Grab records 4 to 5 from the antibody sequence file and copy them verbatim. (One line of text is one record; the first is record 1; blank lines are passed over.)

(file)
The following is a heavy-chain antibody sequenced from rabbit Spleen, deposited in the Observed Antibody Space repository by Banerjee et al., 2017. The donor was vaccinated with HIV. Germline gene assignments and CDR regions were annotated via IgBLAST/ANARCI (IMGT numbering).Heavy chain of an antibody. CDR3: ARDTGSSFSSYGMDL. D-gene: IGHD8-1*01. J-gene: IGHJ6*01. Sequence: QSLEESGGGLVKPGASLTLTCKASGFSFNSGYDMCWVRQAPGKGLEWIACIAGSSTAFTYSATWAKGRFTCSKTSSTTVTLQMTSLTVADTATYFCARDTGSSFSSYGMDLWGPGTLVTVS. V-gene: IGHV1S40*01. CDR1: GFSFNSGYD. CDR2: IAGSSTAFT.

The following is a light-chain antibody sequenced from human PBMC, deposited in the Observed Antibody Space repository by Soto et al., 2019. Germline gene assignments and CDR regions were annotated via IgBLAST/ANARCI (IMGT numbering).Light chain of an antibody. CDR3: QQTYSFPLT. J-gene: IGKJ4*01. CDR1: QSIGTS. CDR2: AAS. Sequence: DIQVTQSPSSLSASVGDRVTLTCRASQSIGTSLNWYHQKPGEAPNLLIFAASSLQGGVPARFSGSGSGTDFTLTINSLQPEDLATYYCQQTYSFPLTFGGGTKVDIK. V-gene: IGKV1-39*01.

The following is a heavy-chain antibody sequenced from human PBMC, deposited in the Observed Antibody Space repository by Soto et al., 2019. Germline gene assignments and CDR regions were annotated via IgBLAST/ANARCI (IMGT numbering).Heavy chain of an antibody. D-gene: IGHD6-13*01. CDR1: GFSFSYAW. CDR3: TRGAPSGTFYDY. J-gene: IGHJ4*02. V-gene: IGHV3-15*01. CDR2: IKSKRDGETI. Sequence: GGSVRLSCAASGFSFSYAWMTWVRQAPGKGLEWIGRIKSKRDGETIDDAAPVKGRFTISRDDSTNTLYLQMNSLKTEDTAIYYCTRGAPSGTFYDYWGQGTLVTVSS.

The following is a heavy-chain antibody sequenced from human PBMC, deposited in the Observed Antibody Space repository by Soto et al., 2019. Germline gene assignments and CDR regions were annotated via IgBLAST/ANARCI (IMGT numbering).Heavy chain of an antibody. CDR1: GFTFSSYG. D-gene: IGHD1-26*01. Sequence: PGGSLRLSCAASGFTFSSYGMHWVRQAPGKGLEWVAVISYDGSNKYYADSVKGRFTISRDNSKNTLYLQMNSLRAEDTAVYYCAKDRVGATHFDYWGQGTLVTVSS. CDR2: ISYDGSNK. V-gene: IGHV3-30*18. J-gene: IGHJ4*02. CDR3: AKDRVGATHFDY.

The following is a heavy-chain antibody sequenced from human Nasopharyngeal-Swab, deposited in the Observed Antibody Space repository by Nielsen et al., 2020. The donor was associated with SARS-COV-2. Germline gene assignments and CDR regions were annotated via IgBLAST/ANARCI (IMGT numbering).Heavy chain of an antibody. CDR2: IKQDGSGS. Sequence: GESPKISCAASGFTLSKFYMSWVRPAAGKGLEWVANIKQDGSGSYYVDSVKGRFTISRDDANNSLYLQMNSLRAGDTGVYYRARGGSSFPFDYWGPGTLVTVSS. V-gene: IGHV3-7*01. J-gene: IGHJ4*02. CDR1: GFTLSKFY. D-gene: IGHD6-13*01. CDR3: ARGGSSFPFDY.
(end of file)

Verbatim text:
The following is a heavy-chain antibody sequenced from human PBMC, deposited in the Observed Antibody Space repository by Soto et al., 2019. Germline gene assignments and CDR regions were annotated via IgBLAST/ANARCI (IMGT numbering).Heavy chain of an antibody. CDR1: GFTFSSYG. D-gene: IGHD1-26*01. Sequence: PGGSLRLSCAASGFTFSSYGMHWVRQAPGKGLEWVAVISYDGSNKYYADSVKGRFTISRDNSKNTLYLQMNSLRAEDTAVYYCAKDRVGATHFDYWGQGTLVTVSS. CDR2: ISYDGSNK. V-gene: IGHV3-30*18. J-gene: IGHJ4*02. CDR3: AKDRVGATHFDY.

The following is a heavy-chain antibody sequenced from human Nasopharyngeal-Swab, deposited in the Observed Antibody Space repository by Nielsen et al., 2020. The donor was associated with SARS-COV-2. Germline gene assignments and CDR regions were annotated via IgBLAST/ANARCI (IMGT numbering).Heavy chain of an antibody. CDR2: IKQDGSGS. Sequence: GESPKISCAASGFTLSKFYMSWVRPAAGKGLEWVANIKQDGSGSYYVDSVKGRFTISRDDANNSLYLQMNSLRAGDTGVYYRARGGSSFPFDYWGPGTLVTVSS. V-gene: IGHV3-7*01. J-gene: IGHJ4*02. CDR1: GFTLSKFY. D-gene: IGHD6-13*01. CDR3: ARGGSSFPFDY.